Also read/download now in PDF format from http://www.afed.org.uk/nottingham
Most people know of C3PO, the Star Wars walking-talking robot with human qualities. Now meet 3 CPOs, some of the actors posing as Nottingham City Council’s new army of Community Persecution Officers. CPOs can best be described as ‘humans with robot qualities’ because in June they will all be given head-mounted spy cameras to record their daily interactions with citizens. Some already have them. And that’s not all! The BBC now tells us that Nottingham has been chosen as the one of 20 new areas for “talking CCTV” cameras. Apparently they will shout at passers by with child-like voices to increase the guilt of ‘wrong-doing’. Judging from what we already know about so-called community protection, these tickings off from the sky could include anyone handing out anti-war leaflets or sitting on the council steps. Wouldn’t it be far cheaper to combine the two schemes and employ Daleks?
"Take over the Market Square!"
After the grand opening of the Square in April, what better way to take it back for the people than hold demonstrations against the despicable way the Home Office is treating refugees from war-torn countries in Africa. The Congolese community and their supporters have twice used the centre of the Market Square to shout and sing against deportations. Survivors from the Darfur region also protested sendings back to Khartoum in Sudan, with welcome support from other asylum seekers, No Borders & the voluntary Refugee Forum.
"Councillor’s trickery exposed"
Dear Sparrow, during the Market Square reopening celebration on March 30th, it was amusing to watch council leader Jon Collins giving out leaflets from his back pocket wearing a baseball cap - the sort that get you banned from shopping centres if you are a teenager.
The front of the leaflet reproduced the “Party on the Square” publicity so I thought this was an official Council leaflet. But on the other side was party political propaganda of the Labour party. Collins is standing in the May elections and obviously couldn’t resist a bit of easy self-promotion . I have now read on Indymedia that the Electoral Commission are far from happy and also that a belated memo has now gone out to council staff warning against mixing City Council and Party business.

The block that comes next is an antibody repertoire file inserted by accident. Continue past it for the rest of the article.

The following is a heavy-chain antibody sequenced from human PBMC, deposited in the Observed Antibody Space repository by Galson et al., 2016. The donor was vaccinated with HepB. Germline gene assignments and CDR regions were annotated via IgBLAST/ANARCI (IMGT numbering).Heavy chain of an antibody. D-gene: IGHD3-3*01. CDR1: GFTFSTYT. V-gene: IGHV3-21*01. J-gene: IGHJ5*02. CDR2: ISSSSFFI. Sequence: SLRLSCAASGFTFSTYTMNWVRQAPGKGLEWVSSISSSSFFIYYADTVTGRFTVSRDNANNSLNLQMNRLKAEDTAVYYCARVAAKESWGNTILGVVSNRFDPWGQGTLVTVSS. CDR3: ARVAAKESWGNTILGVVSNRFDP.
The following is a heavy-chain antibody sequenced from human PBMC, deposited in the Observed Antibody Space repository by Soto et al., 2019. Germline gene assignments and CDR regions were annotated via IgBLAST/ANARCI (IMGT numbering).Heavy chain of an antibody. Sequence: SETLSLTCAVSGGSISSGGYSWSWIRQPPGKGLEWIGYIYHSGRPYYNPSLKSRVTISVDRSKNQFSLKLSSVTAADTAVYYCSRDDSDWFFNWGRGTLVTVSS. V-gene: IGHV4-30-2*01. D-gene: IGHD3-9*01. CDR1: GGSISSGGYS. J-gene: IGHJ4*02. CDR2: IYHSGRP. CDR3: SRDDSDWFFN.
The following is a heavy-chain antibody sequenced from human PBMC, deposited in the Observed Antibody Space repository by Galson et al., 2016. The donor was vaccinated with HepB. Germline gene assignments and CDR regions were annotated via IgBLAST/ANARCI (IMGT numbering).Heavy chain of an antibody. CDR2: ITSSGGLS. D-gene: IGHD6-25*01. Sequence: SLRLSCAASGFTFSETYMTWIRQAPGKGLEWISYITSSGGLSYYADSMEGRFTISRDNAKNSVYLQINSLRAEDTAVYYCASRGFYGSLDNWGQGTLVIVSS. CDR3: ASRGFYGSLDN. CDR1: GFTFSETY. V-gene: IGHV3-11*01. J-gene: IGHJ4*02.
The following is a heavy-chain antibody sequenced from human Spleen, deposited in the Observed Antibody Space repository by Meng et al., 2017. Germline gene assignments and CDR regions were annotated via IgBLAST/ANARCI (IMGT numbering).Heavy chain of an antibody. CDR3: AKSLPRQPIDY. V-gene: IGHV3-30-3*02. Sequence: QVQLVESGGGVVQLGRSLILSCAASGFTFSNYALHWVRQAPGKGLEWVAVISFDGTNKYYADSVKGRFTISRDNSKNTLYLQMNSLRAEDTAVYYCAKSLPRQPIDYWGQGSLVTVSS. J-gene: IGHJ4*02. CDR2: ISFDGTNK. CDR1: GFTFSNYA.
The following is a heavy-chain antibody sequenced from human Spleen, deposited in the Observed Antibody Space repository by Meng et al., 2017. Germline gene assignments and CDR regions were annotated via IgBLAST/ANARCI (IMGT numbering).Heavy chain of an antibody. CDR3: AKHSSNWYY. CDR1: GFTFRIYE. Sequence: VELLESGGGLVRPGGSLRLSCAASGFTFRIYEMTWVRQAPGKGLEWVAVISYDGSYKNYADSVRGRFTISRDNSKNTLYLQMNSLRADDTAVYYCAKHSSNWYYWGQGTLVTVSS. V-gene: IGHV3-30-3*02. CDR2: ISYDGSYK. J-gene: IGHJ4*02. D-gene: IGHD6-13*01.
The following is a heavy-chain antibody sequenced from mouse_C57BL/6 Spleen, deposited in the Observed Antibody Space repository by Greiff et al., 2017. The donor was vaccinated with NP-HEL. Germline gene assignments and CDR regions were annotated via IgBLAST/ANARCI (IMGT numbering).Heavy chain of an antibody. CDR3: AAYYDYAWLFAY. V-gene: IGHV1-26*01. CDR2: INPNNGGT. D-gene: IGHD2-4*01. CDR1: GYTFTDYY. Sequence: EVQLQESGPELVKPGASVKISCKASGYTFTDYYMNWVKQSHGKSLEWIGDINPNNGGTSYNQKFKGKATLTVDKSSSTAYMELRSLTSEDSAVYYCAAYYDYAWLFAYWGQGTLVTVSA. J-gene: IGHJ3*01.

Best wishes – Laura, NG7
Notts Indymedia: http://notts.indymedia.org.uk
The Sumac Centre: http://www.sumac.org.uk
Judging by the local ‘Abolition 200’ commemoration of the Slave Trade Act of 1807, Nottingham seems to be in complete denial of any East Midlands part in the British Empire’s use of slaves and slave trading. Never mind that slavery still exists in many countries including some ex-British colonies, the myth that slavery ended in the early 1800s needs to be exposed.
In the British West Indies slavery was still legal until 1838, and the 1807 Act did not prohibit trade within the Caribbean colonies, only from Africa. Legal slavery in Africa continued into the 20th century under Empire rule in Nigeria and Gambia and until the late 1920s in Sierra Leone, for example. In 1921, in reply to the governor of Sierra Leone, Winston Churchill argued that abolition of slavery there would not be beneficial to the country's economy! So much for the proud idea of British abolition being 200 years old, then. As for local connections, in Notts the wealthy Mellish family whose name is associated with Henry Mellish school in Bulwell and were owners of Hodsock Priory (where the public pay each year to see its snowdrop garden) is an easy example of a local connection with plantation slavery that could be talked about publicly, but isn’t.